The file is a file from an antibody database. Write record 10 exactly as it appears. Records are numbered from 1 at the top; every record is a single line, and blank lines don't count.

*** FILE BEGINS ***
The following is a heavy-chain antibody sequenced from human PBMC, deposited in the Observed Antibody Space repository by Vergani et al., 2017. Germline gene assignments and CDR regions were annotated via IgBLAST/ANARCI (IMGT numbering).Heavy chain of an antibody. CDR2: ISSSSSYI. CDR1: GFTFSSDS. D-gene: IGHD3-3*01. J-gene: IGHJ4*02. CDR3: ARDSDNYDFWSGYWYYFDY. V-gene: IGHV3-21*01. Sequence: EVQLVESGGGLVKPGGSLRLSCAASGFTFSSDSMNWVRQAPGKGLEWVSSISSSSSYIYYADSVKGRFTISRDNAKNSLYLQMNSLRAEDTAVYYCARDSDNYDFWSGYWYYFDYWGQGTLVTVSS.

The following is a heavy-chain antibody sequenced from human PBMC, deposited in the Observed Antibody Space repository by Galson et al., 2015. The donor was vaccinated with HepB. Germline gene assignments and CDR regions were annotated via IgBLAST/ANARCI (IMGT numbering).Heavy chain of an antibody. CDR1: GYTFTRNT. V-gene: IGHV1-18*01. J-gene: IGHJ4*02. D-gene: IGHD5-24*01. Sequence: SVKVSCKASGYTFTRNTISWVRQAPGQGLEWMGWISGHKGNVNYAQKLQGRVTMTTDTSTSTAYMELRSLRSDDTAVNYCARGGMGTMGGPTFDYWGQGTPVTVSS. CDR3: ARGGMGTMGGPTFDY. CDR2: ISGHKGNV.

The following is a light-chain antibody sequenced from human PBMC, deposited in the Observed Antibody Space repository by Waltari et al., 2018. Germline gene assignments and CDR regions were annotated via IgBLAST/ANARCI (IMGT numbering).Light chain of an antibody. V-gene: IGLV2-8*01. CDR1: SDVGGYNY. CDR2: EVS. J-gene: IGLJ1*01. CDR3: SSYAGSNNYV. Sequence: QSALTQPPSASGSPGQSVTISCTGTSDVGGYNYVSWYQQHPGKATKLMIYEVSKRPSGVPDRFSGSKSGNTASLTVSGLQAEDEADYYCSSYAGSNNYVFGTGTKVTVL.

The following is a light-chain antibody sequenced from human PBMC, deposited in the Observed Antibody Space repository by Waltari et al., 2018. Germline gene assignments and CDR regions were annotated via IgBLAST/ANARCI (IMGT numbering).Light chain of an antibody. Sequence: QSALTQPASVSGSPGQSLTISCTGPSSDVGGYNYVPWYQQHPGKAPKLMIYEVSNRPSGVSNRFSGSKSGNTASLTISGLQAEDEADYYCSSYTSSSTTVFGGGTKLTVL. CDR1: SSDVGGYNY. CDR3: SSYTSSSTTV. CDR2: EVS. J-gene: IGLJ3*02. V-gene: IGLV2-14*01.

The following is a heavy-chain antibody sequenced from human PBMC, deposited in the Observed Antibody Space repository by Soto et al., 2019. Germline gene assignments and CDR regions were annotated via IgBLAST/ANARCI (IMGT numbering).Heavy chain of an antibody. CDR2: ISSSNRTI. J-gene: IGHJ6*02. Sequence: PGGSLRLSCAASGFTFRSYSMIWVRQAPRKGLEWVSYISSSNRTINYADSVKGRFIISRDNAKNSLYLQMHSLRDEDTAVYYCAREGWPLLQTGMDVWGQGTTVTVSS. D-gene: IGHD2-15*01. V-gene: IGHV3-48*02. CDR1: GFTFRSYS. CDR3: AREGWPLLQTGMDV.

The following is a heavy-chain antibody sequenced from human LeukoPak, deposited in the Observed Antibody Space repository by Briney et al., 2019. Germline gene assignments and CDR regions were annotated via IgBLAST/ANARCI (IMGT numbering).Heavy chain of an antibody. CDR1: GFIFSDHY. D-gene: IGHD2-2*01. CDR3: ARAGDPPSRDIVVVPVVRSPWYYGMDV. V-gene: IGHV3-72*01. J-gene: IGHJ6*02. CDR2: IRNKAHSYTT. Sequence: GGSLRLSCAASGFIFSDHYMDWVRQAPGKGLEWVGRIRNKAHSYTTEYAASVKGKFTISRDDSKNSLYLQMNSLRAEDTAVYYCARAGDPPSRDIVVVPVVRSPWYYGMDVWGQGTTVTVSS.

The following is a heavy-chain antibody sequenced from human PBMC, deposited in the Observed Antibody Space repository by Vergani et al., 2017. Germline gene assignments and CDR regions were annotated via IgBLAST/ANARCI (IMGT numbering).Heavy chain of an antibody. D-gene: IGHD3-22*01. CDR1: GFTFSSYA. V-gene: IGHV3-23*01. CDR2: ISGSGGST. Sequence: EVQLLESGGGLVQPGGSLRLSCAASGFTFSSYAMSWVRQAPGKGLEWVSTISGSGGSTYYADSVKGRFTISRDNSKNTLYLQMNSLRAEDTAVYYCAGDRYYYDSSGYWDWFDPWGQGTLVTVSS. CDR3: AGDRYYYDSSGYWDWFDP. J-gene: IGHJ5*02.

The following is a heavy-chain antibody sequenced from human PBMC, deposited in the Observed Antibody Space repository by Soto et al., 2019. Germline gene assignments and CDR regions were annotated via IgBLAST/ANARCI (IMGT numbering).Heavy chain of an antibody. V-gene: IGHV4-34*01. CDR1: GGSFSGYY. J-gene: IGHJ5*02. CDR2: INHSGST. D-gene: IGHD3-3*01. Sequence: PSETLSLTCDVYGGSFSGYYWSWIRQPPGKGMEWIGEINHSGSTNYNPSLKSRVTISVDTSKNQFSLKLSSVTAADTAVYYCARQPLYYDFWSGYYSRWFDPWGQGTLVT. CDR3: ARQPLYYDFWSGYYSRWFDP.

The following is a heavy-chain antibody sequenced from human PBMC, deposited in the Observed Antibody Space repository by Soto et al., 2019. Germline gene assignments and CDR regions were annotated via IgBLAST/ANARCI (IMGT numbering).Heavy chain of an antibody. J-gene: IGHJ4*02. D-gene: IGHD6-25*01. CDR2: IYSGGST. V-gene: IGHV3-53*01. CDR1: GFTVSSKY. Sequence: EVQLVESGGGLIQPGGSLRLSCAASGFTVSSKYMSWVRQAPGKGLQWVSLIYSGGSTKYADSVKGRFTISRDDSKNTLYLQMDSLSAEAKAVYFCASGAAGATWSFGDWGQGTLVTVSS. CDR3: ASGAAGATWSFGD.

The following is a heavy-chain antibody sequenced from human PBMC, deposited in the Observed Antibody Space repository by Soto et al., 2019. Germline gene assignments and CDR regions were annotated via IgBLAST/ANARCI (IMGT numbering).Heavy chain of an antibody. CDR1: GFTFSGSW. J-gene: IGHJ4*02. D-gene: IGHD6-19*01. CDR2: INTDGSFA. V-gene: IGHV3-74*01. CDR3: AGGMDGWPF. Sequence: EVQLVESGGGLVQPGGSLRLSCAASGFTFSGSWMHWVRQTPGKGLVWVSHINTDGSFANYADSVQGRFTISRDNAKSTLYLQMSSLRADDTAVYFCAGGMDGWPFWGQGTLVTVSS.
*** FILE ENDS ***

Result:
The following is a heavy-chain antibody sequenced from human PBMC, deposited in the Observed Antibody Space repository by Soto et al., 2019. Germline gene assignments and CDR regions were annotated via IgBLAST/ANARCI (IMGT numbering).Heavy chain of an antibody. CDR1: GFTFSGSW. J-gene: IGHJ4*02. D-gene: IGHD6-19*01. CDR2: INTDGSFA. V-gene: IGHV3-74*01. CDR3: AGGMDGWPF. Sequence: EVQLVESGGGLVQPGGSLRLSCAASGFTFSGSWMHWVRQTPGKGLVWVSHINTDGSFANYADSVQGRFTISRDNAKSTLYLQMSSLRADDTAVYFCAGGMDGWPFWGQGTLVTVSS.